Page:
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THIRTY years or so ago, they were residential buildings that helped pioneer the start of modern architecture here. And they stood tall and proud during Singapore's formative years.

Architects lament five iconic buildings that are succumbing to en bloc fever and may soon go under the wrecking ball
By Tay Suan Chiang

THIRTY years or so ago, they were residential buildings that helped pioneer the start of modern architecture here. And they stood tall and proud during Singapore's formative years.

Mention their names, and they are bound to evoke a flood of memories for many Singaporeans: Pearl Bank Apartments in Outram Road, Golden Mile Complex in Beach Road, Futura in Leonie Hill Road, Beverly Mai in Tomlinson Road and The Habitat in Ardmore Park.

Beverly Mai and Futura were Singapore's first condominiums, Pearl Bank has its unusual horse-shoe shape, The Habitat is a distinctive child of the 1980s and rundown Golden Mile Complex was the first here to mix homes and businesses.

Yet, the physical presence of these iconic five is set to be just a memory, too. The en bloc frenzy has them in its sights.

While for owners this is a windfall, history buffs and architects told LifeStyle the razing of the iconic residences will be a loss for Singapore's architectural heritage.

The famous five are also written about in a book called Singapore 1:1 City, published two years ago by the Urban Redevelopment Authority and featuring a selection of significant architecture over the last 40 years.

It may seem strange to think old condos are part of the Republic's heritage, just like grand colonial buildings, monuments and conserved shophouses.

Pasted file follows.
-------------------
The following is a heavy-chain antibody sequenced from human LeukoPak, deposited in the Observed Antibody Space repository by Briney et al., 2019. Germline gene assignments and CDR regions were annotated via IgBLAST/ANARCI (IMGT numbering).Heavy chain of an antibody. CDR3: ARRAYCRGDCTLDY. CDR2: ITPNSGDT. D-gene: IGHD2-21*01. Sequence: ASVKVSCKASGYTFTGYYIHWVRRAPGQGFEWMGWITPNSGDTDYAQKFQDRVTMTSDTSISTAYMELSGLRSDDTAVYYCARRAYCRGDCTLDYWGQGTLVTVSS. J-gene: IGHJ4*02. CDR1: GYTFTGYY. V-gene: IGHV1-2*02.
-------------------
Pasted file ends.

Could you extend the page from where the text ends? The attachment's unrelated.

Yet Mr Tai Lee Siang, president of the Singapore Institute of Architects (SIA), says these residential projects have left a strong impression on the collective memory of Singapore.

'They also have a unique architecture form and were designed by local architects,' he says. Beverly Mai was designed by Singapore architect Timothy Seow in 1974 and was the first to introduce the condo principle of high-rise living and shared facilities to Singaporeans.

Dr Goh Chong Chia, managing director of TSP Architects & Planners, who worked with Mr Seow on the project, says Beverly Mai marked a change in housing type. 'It was a pioneer of luxury housing,' notes Dr Goh, an SIA past president.

Futura, also designed by Mr Seow in 1976, certainly lived up to its name. Mr Tai points out that its unique form lies in the space-pod look of the living spaces.

'Clearly inspired by the space age explorations, the design is bold and futuristic in outlook,' he says.

He adds that although its location at Leonie Hill created less impact in the public memory due to its status as a high-end private development off Orchard Road, 'there is no denying that the building is a quiet tour de force in Singapore architecture landscape'.

Architect Mink Tan of Mink Tan Architects agrees that these five buildings should be kept because of their historical significance to local architecture.

He is passionate about retaining Golden Mile Complex, which, of the five, is the only one whose en bloc sale is uncertain.